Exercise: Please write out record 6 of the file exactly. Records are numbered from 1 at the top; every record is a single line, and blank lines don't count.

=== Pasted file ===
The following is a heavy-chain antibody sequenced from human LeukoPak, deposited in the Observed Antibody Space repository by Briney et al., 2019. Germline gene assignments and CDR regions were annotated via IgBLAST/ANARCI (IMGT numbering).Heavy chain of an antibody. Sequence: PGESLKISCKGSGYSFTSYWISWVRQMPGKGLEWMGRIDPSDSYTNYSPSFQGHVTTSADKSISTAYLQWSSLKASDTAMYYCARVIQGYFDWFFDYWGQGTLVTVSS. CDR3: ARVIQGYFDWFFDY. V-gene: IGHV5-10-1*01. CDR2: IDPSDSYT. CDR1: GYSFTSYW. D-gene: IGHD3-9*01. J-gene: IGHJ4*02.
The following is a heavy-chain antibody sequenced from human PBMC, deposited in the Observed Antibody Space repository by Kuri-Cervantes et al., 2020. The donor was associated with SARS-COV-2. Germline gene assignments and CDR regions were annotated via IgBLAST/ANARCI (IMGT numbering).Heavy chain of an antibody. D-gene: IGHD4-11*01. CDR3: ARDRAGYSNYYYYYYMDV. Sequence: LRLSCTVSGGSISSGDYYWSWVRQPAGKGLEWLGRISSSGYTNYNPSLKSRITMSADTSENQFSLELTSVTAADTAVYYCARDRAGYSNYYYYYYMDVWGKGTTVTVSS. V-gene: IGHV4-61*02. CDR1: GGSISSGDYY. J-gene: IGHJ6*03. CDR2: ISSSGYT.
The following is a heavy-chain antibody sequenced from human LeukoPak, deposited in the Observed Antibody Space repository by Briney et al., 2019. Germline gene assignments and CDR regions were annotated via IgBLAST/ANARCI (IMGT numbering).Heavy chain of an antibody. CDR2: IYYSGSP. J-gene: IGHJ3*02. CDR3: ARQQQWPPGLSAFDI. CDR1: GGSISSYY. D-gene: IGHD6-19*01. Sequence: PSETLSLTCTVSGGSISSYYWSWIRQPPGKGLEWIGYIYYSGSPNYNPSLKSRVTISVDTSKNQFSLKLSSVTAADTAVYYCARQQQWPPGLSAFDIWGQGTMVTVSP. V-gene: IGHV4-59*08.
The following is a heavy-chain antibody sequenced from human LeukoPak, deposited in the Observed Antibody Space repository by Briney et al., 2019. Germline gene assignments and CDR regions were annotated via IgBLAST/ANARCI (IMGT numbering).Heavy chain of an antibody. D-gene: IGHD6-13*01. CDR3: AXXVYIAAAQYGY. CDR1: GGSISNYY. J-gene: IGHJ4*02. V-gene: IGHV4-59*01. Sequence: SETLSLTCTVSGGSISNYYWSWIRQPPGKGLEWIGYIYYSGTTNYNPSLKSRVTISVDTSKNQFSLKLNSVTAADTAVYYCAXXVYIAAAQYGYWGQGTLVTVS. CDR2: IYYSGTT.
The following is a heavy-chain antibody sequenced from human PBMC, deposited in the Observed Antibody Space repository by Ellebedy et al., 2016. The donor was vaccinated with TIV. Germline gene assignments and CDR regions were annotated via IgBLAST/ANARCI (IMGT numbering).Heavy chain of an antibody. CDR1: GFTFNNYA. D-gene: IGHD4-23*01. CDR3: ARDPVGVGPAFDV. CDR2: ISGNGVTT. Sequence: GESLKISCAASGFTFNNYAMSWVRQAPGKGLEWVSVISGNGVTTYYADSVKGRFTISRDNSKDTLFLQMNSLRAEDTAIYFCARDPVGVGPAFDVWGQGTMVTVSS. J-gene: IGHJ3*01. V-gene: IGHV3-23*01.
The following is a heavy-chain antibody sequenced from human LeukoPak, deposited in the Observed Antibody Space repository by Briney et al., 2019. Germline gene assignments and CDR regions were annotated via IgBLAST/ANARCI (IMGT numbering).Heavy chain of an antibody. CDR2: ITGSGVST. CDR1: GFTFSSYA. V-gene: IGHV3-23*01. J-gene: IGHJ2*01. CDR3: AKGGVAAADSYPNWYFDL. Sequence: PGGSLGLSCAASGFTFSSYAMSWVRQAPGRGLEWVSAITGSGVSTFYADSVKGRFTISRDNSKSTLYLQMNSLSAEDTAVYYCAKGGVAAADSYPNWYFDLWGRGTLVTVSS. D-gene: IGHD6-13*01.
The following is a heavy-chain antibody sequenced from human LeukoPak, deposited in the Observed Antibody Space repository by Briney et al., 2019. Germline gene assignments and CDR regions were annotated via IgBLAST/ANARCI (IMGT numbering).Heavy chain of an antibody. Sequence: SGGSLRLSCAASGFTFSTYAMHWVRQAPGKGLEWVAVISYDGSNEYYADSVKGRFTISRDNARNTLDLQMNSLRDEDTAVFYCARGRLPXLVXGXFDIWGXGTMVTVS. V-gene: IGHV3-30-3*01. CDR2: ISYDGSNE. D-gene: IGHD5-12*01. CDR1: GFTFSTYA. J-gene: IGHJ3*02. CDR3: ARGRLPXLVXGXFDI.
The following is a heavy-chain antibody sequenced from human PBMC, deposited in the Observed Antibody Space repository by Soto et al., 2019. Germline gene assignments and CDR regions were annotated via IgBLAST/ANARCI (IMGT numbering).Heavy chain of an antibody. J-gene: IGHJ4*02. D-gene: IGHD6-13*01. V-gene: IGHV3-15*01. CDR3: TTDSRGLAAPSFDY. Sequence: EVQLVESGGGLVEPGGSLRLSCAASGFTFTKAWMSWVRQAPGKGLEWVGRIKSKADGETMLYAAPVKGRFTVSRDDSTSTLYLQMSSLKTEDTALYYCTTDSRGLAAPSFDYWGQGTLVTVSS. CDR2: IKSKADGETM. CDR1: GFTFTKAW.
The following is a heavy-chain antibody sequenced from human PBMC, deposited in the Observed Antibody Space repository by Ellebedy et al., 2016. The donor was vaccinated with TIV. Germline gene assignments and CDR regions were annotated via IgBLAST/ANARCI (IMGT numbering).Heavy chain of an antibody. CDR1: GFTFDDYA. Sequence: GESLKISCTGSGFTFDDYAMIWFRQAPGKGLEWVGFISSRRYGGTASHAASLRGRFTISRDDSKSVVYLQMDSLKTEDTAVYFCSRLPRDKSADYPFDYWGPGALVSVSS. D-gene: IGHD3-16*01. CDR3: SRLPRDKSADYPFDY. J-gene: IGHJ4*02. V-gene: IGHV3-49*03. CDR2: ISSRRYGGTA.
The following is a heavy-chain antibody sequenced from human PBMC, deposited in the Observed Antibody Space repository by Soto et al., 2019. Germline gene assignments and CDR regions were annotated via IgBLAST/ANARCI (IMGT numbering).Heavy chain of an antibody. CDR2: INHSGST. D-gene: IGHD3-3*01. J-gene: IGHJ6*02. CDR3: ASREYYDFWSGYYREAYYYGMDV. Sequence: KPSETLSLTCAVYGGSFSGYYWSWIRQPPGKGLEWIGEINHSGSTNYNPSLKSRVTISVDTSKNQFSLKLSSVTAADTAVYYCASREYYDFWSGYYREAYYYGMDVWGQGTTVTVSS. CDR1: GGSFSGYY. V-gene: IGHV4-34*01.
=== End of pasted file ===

The following is a heavy-chain antibody sequenced from human LeukoPak, deposited in the Observed Antibody Space repository by Briney et al., 2019. Germline gene assignments and CDR regions were annotated via IgBLAST/ANARCI (IMGT numbering).Heavy chain of an antibody. CDR2: ITGSGVST. CDR1: GFTFSSYA. V-gene: IGHV3-23*01. J-gene: IGHJ2*01. CDR3: AKGGVAAADSYPNWYFDL. Sequence: PGGSLGLSCAASGFTFSSYAMSWVRQAPGRGLEWVSAITGSGVSTFYADSVKGRFTISRDNSKSTLYLQMNSLSAEDTAVYYCAKGGVAAADSYPNWYFDLWGRGTLVTVSS. D-gene: IGHD6-13*01.